By Tom Nader
Publisher and Editor
Shooting 10,000 shots is a tough thing to do.
Making 10,000 shots is a completely different story.
A story that Hannah Ward can tell.
The Crestwood junior girls basketball standout wrote that story between June and September, becoming the first player in coach TJ Henderson’s career to accomplish the off-season shooting challenge.
To be exact, Ward made 10,050 shots in the three-month period, offering a glimpse at the commitment she had to improve as a player and leader from her sophomore to junior seasons, while also showcasing her passion for the game.
“Pretty much any free time I had, I would go get a few hundred shots in. My family would help rebound for me, and they were very supportive,” Ward said.
The achievement scored Ward a Nike hoodie from Henderson, but in reality, there was an overlying and everlasting gift, as well.
Ward was the only one to get to 10,000 shots, but she was not the only one to take on the challenge. Multiple Crestwood players got involved, making a varied amount of shots, but all of the made shots helped the Red Devils improve even without reaching the finish line.
And Henderson said it is “without question” that future players will be motivated and inspired to attack the challenge, lifting the program’s commitment for the years ahead.
“Hannah has changed how our program will go moving forward,” Henderson said. “Even our middle-school players are involved with the challenge now. They look up to Hannah.”
Ward’s love of the game took hold of the program during her freshman year. She earned a role in the starting lineup alongside a large group of seniors, and her leadership voice has been growing ever since.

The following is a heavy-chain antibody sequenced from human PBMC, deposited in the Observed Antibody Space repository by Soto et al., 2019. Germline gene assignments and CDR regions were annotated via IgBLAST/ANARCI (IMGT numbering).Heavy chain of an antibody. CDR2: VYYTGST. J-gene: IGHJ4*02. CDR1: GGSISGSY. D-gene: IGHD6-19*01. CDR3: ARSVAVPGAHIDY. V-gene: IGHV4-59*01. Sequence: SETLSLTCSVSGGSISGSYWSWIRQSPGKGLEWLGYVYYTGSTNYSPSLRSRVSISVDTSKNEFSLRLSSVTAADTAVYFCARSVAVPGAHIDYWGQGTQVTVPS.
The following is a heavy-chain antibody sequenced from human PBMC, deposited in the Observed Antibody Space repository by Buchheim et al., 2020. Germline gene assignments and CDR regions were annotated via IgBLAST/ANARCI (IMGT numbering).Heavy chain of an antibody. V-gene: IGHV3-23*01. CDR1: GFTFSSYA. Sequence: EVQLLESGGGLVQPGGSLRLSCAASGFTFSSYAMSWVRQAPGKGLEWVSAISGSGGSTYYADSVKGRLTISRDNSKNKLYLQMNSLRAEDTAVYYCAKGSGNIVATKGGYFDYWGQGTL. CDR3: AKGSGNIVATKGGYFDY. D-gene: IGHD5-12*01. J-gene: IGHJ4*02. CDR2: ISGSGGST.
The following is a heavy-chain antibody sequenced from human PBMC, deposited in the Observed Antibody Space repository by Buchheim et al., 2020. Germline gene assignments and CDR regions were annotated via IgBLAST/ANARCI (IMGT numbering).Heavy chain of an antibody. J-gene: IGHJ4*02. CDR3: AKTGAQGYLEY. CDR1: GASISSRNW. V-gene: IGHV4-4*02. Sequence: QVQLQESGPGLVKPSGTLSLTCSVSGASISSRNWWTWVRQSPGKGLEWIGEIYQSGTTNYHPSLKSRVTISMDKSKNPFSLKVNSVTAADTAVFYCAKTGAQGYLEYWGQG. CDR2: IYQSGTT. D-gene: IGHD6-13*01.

“When she was voted as a captain as an underclassmen, I remember her telling me, ‘I don’t think I know how to lead’,” Henderson said. “I told her that we will work on it, because young people do not always understand it. We talked about staying positive and working hard enough so that people will want to follow, and I knew Hannah would eventually figure it all out pretty easily.”
Henderson was right.
Ward, who admits that she is still growing as a leader, has found a better balance of when to lead vocally and when to lead through her actions.
Ward leads the Red Devils in scoring (13.5 points per game), field goals (77), free throws (45), 3-pointers (32), steals (57), assists (1.4) and blocked shots (30). She is also fourth on the team in rebounds (4.4 per game). All despite playing through nagging foot and ankle injuries throughout the majority of the season.
Just one year ago, Ward set a new single-season school record with 60 blocked shots.
Another comparison to last year shows a complete team improvement, with the Devils growing from a 4-19 overall record and 1-7 record in Chagrin Valley Conference play to posting a current record of 9-9 this year and 6-3 in league play.
“Hannah is a special player for many reasons,” Henderson said. “First, it is rare that your best player is also your most unselfish player. She is also like a coach on the floor. She really builds her teammates up. Then, when she performs, she gives it everything she has every single time. She has really matured in all parts of her game and it has been fun to watch.”
But so much of it goes back to the work Ward put in when nobody was watching.
Those hot summer days when she was taking shot after shot. Making shot after shot.
More than 10,000 of them.